‘Our Man in Havana’, Graham Greene’s classic “entertainment” poking fun at the British secret service abroad was published just before the Revolution changed Cuba forever. When I visited the Havana I was fascinated to find a city that lives up to its nostalgic reputation but demands to be engaged with in the present.
I climbed out of the airport taxi and carried my bag past the huge cannons upended into the pavement and through the plaza beside the Convento de San Francisco de Asis. I looked around for a street sign that might help me find my accommodation. Lamparilla. There was no sign of any vacuum cleaner shop down the quiet, sunny street but I’d not been in Havana five minutes before being transported into the world of Graham Greene.
Our Man in Havana was published over 50 years ago. By the end of the month in which it came out, Fidel Castro and his forces had entered Havana and a very different period in the country’s history began.
Walking down Lamparilla, I was half listening for the wolf whistles accompanying Milly as she returned from school down Avenida de Belgica. And looking out for Captain Segura’s bright red 1950s American classic car.
Before the revolution Havana was all about greed and the desire for a comfortable life. Natural human desires that led a humble vacuum cleaner salesman to become an agent for the British secret-service. Really he falls in the spying business because he doesn’t have the fortitude to resist other people dictating his life to him.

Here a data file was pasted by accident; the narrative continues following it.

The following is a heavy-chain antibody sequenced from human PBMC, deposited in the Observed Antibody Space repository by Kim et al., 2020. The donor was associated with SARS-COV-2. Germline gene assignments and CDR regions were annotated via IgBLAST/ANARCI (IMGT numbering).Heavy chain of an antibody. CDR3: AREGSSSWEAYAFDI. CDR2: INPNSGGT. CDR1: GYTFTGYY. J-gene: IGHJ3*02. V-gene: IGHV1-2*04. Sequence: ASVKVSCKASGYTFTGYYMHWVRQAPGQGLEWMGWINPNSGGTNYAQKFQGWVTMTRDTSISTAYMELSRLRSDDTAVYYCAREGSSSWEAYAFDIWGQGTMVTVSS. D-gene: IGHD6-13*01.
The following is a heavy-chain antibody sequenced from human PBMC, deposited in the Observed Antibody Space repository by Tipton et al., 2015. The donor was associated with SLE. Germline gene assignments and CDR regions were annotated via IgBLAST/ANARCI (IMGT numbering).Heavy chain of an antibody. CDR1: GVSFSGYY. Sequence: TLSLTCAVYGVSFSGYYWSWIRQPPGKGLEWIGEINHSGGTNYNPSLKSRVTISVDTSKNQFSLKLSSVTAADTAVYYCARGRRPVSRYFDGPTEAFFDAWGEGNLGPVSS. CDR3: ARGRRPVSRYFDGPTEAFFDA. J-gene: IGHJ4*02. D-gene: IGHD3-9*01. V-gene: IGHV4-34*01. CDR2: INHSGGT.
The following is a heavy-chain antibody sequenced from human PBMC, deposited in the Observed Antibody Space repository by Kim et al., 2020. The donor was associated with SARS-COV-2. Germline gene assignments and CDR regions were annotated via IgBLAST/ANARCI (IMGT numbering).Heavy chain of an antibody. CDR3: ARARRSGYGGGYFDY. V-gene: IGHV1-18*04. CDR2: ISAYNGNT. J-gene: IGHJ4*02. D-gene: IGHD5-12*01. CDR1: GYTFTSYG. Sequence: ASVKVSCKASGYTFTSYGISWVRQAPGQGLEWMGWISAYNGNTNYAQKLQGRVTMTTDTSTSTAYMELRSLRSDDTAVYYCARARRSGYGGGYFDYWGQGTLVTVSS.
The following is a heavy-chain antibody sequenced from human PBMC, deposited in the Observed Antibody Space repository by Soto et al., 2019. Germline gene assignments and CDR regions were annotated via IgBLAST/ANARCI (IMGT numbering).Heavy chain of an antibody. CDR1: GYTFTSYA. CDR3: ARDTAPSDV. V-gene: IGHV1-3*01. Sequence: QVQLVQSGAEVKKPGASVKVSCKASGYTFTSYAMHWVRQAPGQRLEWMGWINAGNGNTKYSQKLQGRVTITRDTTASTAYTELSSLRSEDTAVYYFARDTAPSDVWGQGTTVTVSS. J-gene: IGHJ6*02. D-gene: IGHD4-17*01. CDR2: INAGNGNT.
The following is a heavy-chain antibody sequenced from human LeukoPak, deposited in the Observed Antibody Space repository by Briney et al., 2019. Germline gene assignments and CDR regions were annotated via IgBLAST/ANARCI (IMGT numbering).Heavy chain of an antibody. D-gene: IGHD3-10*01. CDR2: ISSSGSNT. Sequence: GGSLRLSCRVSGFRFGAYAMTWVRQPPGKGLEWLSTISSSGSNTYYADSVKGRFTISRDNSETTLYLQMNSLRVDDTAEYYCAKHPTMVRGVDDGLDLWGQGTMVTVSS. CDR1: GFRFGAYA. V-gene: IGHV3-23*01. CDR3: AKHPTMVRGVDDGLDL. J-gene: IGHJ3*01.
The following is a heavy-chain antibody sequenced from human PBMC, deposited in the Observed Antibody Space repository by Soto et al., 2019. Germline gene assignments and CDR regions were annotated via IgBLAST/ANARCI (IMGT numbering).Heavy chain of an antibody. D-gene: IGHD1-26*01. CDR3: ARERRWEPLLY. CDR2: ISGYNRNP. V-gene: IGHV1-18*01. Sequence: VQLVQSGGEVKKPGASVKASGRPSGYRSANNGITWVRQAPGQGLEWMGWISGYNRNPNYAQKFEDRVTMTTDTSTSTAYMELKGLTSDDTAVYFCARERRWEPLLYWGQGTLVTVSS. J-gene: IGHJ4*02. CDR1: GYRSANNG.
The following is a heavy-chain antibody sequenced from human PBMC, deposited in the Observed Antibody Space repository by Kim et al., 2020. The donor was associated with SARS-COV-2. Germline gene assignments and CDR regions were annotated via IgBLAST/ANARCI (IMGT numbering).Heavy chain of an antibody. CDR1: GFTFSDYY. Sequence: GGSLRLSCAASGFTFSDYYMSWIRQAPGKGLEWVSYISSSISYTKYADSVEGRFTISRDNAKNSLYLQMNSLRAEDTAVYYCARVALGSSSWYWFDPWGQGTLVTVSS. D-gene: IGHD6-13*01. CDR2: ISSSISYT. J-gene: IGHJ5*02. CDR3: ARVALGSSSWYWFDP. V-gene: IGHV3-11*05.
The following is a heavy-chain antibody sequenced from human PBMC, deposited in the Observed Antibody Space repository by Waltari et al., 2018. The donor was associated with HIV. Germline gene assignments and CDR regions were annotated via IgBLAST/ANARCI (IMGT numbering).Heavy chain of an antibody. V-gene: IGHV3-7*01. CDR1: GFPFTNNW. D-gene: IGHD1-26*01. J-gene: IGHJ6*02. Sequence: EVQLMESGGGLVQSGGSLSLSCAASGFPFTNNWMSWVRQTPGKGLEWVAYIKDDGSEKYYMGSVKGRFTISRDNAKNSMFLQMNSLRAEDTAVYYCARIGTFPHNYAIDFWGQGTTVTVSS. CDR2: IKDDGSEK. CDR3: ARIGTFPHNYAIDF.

I wasn’t quite ready for a daiquiri at ten thirty like the protagonist Jim Wormald but I was ready for a mojito with lunch. Anytime is cocktail time in Havana. Sadly, the Wonder Bar – the daily rendezvous of Wormold and Dr Hasselbacher – is long gone. As is Sloppy Joes. But happily many bars that Greene, Hemingway and Wormald (if he were real) frequented are still in fine form.
By midday I was sitting with a cold beer outside the Taberna de la Muralla in Plaza Vieja. Having come straight from the UK winter, it felt wonderfully decadent to be sitting outside sipping an iced alcoholic drink and wearing summer clothes.
A centipede-like line of small children emerged from the school across the square, following their teacher. In Cuba primary school children wear red uniforms with white shirts, middle school is blue and the older ones wear mustard yellow or brown.
Each shiny faced, smiling child wore his or her pioneer’s scarf tied securely around their neck. As they passed our table a young lad threw a quick salsa move to the music of the ensemble entertaining us.
A former MI6 agent, Greene was inspired to write this story after observing certain members of the German Abwehr in Portugal during the Second World War. In pre-revolutionary Cuba, Wormald fabricates reports about mysterious installations being built by insurgents in the mountains of Oriente province in eastern Cuba. Greene writes in his autobiography of agents who diligently sent home false reports based on intelligence received from fictional agents.